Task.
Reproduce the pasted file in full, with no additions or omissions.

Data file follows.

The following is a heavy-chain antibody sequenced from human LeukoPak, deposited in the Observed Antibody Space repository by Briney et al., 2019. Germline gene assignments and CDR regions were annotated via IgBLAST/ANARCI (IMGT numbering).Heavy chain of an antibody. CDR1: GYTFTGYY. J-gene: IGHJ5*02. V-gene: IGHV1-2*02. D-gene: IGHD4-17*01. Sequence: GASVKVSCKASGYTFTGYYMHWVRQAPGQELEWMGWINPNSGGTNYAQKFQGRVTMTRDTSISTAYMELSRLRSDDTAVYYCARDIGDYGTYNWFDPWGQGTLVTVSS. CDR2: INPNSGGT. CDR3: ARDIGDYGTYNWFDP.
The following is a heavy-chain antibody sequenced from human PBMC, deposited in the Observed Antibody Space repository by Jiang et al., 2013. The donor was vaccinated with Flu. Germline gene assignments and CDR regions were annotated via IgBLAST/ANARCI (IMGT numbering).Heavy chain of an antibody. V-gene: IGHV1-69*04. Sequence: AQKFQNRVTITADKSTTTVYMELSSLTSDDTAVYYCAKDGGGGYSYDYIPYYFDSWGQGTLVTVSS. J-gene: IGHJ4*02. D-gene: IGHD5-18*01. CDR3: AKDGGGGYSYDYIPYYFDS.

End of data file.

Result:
The following is a heavy-chain antibody sequenced from human LeukoPak, deposited in the Observed Antibody Space repository by Briney et al., 2019. Germline gene assignments and CDR regions were annotated via IgBLAST/ANARCI (IMGT numbering).Heavy chain of an antibody. CDR1: GYTFTGYY. J-gene: IGHJ5*02. V-gene: IGHV1-2*02. D-gene: IGHD4-17*01. Sequence: GASVKVSCKASGYTFTGYYMHWVRQAPGQELEWMGWINPNSGGTNYAQKFQGRVTMTRDTSISTAYMELSRLRSDDTAVYYCARDIGDYGTYNWFDPWGQGTLVTVSS. CDR2: INPNSGGT. CDR3: ARDIGDYGTYNWFDP.
The following is a heavy-chain antibody sequenced from human PBMC, deposited in the Observed Antibody Space repository by Jiang et al., 2013. The donor was vaccinated with Flu. Germline gene assignments and CDR regions were annotated via IgBLAST/ANARCI (IMGT numbering).Heavy chain of an antibody. V-gene: IGHV1-69*04. Sequence: AQKFQNRVTITADKSTTTVYMELSSLTSDDTAVYYCAKDGGGGYSYDYIPYYFDSWGQGTLVTVSS. J-gene: IGHJ4*02. D-gene: IGHD5-18*01. CDR3: AKDGGGGYSYDYIPYYFDS.